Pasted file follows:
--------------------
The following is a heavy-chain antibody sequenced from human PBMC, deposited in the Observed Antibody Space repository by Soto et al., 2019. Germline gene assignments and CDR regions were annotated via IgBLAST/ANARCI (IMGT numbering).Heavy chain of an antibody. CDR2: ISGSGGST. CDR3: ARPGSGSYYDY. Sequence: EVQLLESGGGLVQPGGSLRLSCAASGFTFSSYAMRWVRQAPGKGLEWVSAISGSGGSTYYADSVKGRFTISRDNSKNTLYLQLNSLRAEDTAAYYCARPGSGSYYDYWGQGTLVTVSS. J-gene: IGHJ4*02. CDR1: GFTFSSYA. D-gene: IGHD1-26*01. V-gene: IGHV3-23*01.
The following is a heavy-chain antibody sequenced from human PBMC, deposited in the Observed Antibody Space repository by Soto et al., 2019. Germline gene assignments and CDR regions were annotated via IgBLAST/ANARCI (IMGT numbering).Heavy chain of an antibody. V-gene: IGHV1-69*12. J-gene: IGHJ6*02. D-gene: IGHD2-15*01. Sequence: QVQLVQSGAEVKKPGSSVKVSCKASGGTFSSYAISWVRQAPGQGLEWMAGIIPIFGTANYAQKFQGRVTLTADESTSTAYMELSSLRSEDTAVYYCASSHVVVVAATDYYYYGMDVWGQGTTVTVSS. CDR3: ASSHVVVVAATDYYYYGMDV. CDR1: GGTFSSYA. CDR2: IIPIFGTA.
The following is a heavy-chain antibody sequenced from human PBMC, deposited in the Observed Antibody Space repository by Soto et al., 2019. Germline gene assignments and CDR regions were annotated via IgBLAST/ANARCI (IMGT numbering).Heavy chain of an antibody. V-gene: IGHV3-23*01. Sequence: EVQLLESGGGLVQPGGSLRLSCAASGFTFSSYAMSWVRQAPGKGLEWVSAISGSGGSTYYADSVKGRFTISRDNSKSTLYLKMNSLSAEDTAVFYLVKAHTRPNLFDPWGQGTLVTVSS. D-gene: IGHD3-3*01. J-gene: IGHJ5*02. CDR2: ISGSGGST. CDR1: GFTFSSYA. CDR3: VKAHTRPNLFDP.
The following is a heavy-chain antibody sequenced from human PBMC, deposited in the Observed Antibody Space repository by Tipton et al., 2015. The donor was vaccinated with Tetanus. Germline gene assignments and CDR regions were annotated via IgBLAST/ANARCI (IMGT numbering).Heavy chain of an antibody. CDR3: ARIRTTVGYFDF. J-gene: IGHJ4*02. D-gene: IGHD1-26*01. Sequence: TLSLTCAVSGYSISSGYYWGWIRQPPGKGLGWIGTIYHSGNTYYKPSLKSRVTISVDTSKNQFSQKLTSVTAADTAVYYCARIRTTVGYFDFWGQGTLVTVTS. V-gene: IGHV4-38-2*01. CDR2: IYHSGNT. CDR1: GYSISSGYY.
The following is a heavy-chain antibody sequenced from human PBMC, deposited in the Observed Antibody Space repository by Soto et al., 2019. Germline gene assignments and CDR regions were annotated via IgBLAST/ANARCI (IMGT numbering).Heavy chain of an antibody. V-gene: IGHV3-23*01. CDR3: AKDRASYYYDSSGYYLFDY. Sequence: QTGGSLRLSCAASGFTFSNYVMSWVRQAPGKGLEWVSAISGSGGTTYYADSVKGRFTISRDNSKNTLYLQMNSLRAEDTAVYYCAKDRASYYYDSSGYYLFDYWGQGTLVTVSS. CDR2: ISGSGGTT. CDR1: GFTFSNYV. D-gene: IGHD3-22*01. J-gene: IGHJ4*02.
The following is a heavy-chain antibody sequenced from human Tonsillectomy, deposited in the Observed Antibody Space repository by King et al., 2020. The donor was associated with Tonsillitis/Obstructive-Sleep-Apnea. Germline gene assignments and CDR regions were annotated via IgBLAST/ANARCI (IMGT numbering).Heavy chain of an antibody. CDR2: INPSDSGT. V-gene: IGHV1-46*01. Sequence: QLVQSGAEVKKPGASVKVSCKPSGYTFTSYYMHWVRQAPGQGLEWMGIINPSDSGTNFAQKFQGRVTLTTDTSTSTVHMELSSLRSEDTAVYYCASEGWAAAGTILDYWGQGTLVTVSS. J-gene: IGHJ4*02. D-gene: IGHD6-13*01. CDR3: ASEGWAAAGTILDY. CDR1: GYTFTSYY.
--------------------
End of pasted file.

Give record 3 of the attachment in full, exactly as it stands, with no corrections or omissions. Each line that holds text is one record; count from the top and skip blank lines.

The following is a heavy-chain antibody sequenced from human PBMC, deposited in the Observed Antibody Space repository by Soto et al., 2019. Germline gene assignments and CDR regions were annotated via IgBLAST/ANARCI (IMGT numbering).Heavy chain of an antibody. V-gene: IGHV3-23*01. Sequence: EVQLLESGGGLVQPGGSLRLSCAASGFTFSSYAMSWVRQAPGKGLEWVSAISGSGGSTYYADSVKGRFTISRDNSKSTLYLKMNSLSAEDTAVFYLVKAHTRPNLFDPWGQGTLVTVSS. D-gene: IGHD3-3*01. J-gene: IGHJ5*02. CDR2: ISGSGGST. CDR1: GFTFSSYA. CDR3: VKAHTRPNLFDP.